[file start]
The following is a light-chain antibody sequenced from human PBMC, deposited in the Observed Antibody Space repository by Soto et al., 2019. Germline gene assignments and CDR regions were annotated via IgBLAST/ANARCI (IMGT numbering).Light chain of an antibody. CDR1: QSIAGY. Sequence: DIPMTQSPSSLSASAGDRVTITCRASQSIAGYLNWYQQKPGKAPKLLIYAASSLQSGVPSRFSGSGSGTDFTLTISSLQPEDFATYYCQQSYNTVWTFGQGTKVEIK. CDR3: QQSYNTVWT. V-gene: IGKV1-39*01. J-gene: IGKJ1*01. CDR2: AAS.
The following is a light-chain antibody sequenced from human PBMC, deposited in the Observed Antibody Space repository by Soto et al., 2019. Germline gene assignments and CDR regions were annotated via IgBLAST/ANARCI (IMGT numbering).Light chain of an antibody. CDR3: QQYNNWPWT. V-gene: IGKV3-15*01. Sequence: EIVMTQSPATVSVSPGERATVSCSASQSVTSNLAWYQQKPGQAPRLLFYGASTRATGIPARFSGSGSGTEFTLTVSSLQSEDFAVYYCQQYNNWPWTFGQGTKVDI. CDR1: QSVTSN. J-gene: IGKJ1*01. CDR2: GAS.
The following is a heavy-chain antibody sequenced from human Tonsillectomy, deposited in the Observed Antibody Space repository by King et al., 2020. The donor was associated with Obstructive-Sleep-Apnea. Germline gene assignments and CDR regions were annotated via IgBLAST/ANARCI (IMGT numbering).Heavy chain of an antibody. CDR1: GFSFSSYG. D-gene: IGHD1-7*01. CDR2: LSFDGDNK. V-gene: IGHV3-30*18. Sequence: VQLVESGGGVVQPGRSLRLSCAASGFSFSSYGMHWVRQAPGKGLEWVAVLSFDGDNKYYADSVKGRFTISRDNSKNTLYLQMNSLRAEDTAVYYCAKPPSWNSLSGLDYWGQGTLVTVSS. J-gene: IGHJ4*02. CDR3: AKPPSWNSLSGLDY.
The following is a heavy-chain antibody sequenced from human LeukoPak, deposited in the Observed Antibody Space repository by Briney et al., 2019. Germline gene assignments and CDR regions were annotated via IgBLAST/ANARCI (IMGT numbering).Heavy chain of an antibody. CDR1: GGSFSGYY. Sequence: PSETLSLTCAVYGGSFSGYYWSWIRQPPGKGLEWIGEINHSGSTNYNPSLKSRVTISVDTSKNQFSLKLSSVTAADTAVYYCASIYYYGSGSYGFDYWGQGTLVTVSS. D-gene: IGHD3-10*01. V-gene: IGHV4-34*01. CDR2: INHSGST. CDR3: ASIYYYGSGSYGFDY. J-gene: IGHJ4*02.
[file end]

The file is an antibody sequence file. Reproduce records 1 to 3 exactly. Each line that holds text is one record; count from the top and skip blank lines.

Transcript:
The following is a light-chain antibody sequenced from human PBMC, deposited in the Observed Antibody Space repository by Soto et al., 2019. Germline gene assignments and CDR regions were annotated via IgBLAST/ANARCI (IMGT numbering).Light chain of an antibody. CDR1: QSIAGY. Sequence: DIPMTQSPSSLSASAGDRVTITCRASQSIAGYLNWYQQKPGKAPKLLIYAASSLQSGVPSRFSGSGSGTDFTLTISSLQPEDFATYYCQQSYNTVWTFGQGTKVEIK. CDR3: QQSYNTVWT. V-gene: IGKV1-39*01. J-gene: IGKJ1*01. CDR2: AAS.
The following is a light-chain antibody sequenced from human PBMC, deposited in the Observed Antibody Space repository by Soto et al., 2019. Germline gene assignments and CDR regions were annotated via IgBLAST/ANARCI (IMGT numbering).Light chain of an antibody. CDR3: QQYNNWPWT. V-gene: IGKV3-15*01. Sequence: EIVMTQSPATVSVSPGERATVSCSASQSVTSNLAWYQQKPGQAPRLLFYGASTRATGIPARFSGSGSGTEFTLTVSSLQSEDFAVYYCQQYNNWPWTFGQGTKVDI. CDR1: QSVTSN. J-gene: IGKJ1*01. CDR2: GAS.
The following is a heavy-chain antibody sequenced from human Tonsillectomy, deposited in the Observed Antibody Space repository by King et al., 2020. The donor was associated with Obstructive-Sleep-Apnea. Germline gene assignments and CDR regions were annotated via IgBLAST/ANARCI (IMGT numbering).Heavy chain of an antibody. CDR1: GFSFSSYG. D-gene: IGHD1-7*01. CDR2: LSFDGDNK. V-gene: IGHV3-30*18. Sequence: VQLVESGGGVVQPGRSLRLSCAASGFSFSSYGMHWVRQAPGKGLEWVAVLSFDGDNKYYADSVKGRFTISRDNSKNTLYLQMNSLRAEDTAVYYCAKPPSWNSLSGLDYWGQGTLVTVSS. J-gene: IGHJ4*02. CDR3: AKPPSWNSLSGLDY.